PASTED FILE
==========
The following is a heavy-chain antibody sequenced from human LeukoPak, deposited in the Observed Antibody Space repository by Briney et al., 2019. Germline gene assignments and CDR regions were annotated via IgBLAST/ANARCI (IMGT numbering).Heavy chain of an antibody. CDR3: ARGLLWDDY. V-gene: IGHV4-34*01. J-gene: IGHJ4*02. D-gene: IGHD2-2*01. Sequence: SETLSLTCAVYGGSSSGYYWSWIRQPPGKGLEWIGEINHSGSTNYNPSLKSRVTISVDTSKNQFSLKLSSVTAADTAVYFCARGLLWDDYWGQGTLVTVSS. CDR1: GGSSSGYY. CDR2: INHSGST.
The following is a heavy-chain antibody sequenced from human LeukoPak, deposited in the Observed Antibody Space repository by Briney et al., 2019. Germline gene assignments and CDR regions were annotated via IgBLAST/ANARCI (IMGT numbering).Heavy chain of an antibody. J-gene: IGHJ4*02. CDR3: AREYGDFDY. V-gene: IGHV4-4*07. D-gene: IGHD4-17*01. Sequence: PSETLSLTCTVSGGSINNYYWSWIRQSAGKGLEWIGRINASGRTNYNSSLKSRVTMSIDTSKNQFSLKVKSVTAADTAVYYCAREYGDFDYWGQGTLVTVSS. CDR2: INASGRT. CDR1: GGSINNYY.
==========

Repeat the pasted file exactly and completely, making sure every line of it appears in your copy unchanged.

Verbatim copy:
The following is a heavy-chain antibody sequenced from human LeukoPak, deposited in the Observed Antibody Space repository by Briney et al., 2019. Germline gene assignments and CDR regions were annotated via IgBLAST/ANARCI (IMGT numbering).Heavy chain of an antibody. CDR3: ARGLLWDDY. V-gene: IGHV4-34*01. J-gene: IGHJ4*02. D-gene: IGHD2-2*01. Sequence: SETLSLTCAVYGGSSSGYYWSWIRQPPGKGLEWIGEINHSGSTNYNPSLKSRVTISVDTSKNQFSLKLSSVTAADTAVYFCARGLLWDDYWGQGTLVTVSS. CDR1: GGSSSGYY. CDR2: INHSGST.
The following is a heavy-chain antibody sequenced from human LeukoPak, deposited in the Observed Antibody Space repository by Briney et al., 2019. Germline gene assignments and CDR regions were annotated via IgBLAST/ANARCI (IMGT numbering).Heavy chain of an antibody. J-gene: IGHJ4*02. CDR3: AREYGDFDY. V-gene: IGHV4-4*07. D-gene: IGHD4-17*01. Sequence: PSETLSLTCTVSGGSINNYYWSWIRQSAGKGLEWIGRINASGRTNYNSSLKSRVTMSIDTSKNQFSLKVKSVTAADTAVYYCAREYGDFDYWGQGTLVTVSS. CDR2: INASGRT. CDR1: GGSINNYY.